Good News Update: TED Spread, Lending, Liquidity

Last Updated Sep 9, 2009 11:08 AM EDT

There are several signs that the credit markets continue to heal and ­the willingness to take risk is being restored. The most important is that the TED spread (an indicator of banks' willingness to lend to each other) continues to narrow. With the three-month LIBOR at 0.30 percent and three-month Treasuries at just 0.13 percent, the TED spread has fallen to just 17 basis points. Keep in mind that the spread reached more than 4.5 percent nearly one year ago. This is now about as good as it gets.

The second important trend is that Fed data shows that the primary dealers are lending more to buyers of high-yield corporate loans, mortgage-backed and other asset-backed securities. Their holdings of $27.6 billion of such securities as collateral for financings lasting more than one day as of Aug. 12 was up 75 percent from just three months earlier.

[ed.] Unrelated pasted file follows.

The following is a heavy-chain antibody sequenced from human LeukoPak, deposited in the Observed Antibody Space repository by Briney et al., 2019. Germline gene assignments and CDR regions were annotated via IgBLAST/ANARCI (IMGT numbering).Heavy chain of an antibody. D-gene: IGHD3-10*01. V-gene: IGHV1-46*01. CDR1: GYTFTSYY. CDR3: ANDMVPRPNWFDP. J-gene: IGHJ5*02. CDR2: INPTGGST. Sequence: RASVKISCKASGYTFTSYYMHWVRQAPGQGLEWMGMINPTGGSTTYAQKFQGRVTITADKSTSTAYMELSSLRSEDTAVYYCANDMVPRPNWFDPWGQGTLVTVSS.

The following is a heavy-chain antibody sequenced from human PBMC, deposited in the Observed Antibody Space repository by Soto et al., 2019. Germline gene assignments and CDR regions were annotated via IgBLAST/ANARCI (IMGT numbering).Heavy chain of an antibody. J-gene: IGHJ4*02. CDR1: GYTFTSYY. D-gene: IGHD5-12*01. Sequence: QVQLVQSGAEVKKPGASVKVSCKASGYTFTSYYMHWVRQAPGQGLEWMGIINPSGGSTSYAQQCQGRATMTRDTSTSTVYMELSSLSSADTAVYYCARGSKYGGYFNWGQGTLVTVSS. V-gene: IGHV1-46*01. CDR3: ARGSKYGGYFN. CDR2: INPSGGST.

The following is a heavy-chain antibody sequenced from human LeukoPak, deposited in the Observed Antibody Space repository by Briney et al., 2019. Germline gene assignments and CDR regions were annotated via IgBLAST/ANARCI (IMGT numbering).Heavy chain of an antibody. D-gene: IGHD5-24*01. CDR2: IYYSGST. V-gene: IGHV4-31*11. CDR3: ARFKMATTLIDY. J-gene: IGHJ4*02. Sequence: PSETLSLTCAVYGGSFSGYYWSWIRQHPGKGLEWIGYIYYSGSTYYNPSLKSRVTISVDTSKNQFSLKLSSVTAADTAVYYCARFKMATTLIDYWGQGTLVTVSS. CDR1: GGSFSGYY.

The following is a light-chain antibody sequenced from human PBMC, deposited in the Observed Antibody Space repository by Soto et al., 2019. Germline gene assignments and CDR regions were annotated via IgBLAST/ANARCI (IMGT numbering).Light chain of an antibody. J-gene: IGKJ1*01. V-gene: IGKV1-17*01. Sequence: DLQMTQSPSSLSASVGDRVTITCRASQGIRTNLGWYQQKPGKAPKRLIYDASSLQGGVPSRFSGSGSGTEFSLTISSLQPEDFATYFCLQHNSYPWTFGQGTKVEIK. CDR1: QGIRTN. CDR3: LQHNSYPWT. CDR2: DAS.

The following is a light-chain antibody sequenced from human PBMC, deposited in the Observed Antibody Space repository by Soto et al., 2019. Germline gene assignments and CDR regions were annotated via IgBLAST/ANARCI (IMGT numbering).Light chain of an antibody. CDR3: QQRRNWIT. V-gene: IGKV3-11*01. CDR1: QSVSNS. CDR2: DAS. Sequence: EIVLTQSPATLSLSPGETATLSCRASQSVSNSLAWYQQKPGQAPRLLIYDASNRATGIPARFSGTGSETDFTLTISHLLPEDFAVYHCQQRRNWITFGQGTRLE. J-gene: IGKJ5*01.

Third, the spread between Treasuries and corporate debt has narrowed dramatically. For example, in the last six months the spread for high-yield bonds was cut by more than half, falling from above 8 percent to less than 4 percent. And the spread of 10-year AAA corporate debt to Treasuries, which exceeded 2 percent during the crisis, has fallen to less than 0.7 percent. And liquidity has been restored. Corporations are issuing a record amount of debt.

While the media tends to focus on the rising unemployment figure (a lagging indicator of the economy), the flight to liquidity and safety has begun to unwind. Markets (and investors' willingness to take risk) are returning to normal. This is one of the major factors behind the rally in the equity market (which is a leading indicator of the economy).

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    Larry Swedroe is director of research for The BAM Alliance. He has authored or co-authored 13 books, including his most recent, Think, Act, and Invest Like Warren Buffett. His opinions and comments expressed on this site are his own and may not accurately reflect those of the firm.